So, yesterday, we talked about problematic art, and how it can be dealt with in a productive and respectful way and not in a way that’s just griping that doesn’t accomplish anything. Hooray! I’m solving all the world’s problems! Now let’s talk about the concept of “allies”.
Like “problematic”, this is a word that gets tossed around so much that it’s tempting to believe it doesn’t really mean anything. That’s not true; it does mean something, and it means something pretty important. But what does it mean? Let’s think back to this very wise thing that Neal Postman once said about the importance of defining one’s terms: he noted that we think that complex words like ‘epistemology’, ‘proletariat’, and ‘patriarchal’ are difficult, when in fact they are quite specific and have clearly defined meanings. It is words we all think we know and understand, like ‘good’ and ‘bad’, ‘right’ and ‘wrong’, ‘true’ and ‘false’ that are fraught with multiple meanings and warring contexts, and which “tangle us in ambiguity”. When we use the relatively simple-sounding word “ally”, we are in fact often mistaking it for another, and very different, idea.
An ally, put simply and used in the context at hand — that of progressivism, of social justice, of the advancement of the cause of equality and fairness — means simply someone who is not in one’s group, but is equally committed to its liberation. I may not be a woman, but I can be an ally of feminism; I may not be black, but I can be an ally of civil rights for blacks; I may not be gay, but I can be an ally of the cause of equal treatment of gays. Because this is easy enough to understand, we like to overcomplicated it, and endless electrons are spilled on how one can be a ‘good’ ally. And this is important! Being a good ally is, after all, only the practical social expression of being a good person. But it’s just as important to understand what an ally is and should be, and what an ally isn’t and shouldn’t be.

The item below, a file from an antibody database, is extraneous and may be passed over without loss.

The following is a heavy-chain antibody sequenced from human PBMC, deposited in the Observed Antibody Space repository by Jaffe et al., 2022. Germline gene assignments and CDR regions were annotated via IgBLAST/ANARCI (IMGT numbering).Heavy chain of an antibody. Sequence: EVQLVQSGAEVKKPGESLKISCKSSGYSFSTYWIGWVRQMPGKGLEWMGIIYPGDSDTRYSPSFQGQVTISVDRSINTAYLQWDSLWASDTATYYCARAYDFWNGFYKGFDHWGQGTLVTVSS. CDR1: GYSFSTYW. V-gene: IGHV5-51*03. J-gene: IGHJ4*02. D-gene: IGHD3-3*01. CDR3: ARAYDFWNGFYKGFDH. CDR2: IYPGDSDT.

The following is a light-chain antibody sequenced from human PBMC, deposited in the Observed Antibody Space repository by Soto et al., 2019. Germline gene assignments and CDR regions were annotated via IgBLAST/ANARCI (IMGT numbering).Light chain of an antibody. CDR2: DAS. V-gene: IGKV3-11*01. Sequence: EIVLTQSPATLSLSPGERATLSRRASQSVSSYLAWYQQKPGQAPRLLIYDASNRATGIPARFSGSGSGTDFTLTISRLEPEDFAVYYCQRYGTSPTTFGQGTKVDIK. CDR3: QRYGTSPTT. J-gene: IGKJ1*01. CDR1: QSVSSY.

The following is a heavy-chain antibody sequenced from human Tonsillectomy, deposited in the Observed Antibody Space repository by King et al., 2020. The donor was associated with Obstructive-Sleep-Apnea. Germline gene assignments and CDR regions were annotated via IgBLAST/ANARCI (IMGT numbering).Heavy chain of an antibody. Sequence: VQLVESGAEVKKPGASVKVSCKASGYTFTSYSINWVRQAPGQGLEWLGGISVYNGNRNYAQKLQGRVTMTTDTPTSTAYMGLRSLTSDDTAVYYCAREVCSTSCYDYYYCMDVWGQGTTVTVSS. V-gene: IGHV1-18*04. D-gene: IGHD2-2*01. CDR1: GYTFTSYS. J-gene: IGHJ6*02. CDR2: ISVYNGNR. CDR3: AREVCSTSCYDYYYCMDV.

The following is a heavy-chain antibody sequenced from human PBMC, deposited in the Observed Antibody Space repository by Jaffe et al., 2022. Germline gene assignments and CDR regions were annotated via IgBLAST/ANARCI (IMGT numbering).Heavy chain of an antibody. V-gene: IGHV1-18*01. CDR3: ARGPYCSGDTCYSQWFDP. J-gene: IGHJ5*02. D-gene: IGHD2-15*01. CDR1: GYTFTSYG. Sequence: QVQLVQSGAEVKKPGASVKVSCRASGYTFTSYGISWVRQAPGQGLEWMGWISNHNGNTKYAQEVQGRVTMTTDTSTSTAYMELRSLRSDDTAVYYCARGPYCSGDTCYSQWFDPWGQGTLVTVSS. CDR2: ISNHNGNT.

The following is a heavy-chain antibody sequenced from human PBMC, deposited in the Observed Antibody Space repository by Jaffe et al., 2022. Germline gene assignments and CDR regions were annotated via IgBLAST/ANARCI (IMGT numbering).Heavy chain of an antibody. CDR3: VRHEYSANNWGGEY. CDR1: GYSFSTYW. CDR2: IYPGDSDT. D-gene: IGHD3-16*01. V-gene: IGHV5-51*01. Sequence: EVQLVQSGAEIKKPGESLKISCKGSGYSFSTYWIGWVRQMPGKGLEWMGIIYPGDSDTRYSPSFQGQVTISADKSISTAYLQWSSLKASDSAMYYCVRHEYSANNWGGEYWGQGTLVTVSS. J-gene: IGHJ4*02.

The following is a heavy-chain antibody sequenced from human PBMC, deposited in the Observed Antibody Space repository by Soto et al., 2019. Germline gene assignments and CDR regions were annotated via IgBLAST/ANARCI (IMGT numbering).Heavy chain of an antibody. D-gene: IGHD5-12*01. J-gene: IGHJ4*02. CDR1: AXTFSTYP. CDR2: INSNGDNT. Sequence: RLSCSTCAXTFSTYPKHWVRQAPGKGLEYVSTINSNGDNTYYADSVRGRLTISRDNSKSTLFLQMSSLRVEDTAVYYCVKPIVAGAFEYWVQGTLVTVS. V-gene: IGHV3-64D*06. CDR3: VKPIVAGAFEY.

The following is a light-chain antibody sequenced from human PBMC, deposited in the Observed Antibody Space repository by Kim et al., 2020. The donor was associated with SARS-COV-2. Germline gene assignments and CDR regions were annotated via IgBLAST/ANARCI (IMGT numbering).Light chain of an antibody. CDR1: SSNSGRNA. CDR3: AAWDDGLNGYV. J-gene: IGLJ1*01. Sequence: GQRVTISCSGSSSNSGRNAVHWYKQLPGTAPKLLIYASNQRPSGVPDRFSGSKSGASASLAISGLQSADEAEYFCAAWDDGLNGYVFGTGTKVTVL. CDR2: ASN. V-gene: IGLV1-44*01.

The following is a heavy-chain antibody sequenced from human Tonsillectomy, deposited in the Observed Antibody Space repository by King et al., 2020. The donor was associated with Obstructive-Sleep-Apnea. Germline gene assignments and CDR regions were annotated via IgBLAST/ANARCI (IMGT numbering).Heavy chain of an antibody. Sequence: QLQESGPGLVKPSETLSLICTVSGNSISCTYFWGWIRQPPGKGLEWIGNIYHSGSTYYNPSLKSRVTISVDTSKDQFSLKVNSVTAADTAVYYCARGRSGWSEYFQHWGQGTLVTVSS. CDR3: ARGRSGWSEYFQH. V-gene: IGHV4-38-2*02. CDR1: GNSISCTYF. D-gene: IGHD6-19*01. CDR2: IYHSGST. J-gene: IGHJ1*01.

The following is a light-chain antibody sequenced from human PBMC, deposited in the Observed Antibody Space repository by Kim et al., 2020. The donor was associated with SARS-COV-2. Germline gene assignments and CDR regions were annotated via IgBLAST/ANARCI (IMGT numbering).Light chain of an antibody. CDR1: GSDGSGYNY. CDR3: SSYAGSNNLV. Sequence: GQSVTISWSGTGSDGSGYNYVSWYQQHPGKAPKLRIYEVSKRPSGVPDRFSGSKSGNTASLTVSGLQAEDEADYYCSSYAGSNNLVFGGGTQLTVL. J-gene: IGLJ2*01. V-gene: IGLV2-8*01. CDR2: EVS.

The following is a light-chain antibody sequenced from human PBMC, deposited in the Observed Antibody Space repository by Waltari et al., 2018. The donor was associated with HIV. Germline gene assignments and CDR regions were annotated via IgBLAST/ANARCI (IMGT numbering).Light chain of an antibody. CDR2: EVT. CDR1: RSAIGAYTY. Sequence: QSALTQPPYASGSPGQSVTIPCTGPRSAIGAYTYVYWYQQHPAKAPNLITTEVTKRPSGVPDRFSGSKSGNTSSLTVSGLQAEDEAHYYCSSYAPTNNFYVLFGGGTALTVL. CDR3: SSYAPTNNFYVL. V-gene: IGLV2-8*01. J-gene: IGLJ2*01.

First of all, an ally is someone who you have sought to make common cause against a mutual enemy. An ally isn’t someone who you have to agree with all the time; America was able to ally with the Soviet Union, with whom we disagreed on practically everything, because we both found ourselves facing an evil that was even greater. It’s critical to remember that an ally isn’t a comrade; you aren’t in the same club, and you don’t want all the same things. You want only to combine forces to eradicate something you both agree is malignant and destructive. Just because someone disagrees with you on any number of matters, from how and where to identify the enemy to how and why to defeat it, doesn’t make them a bad ally! It only makes them an ally who might want the same thing, but for entirely different reasons. What you have to do is ask yourself: does this person or group’s disagreement with me on this or that issue constitute a rift so severe that I should reject their help, or is tackling our mutual enemy important enough to overlook that disagreement? If you decide on the former, that’s fine! You get to choose who your allies are! But if you decide on the latter, you can’t always be scolding them for failing to adhere to your ethics, because they may not share them. You’re looking for an ally, not a toady.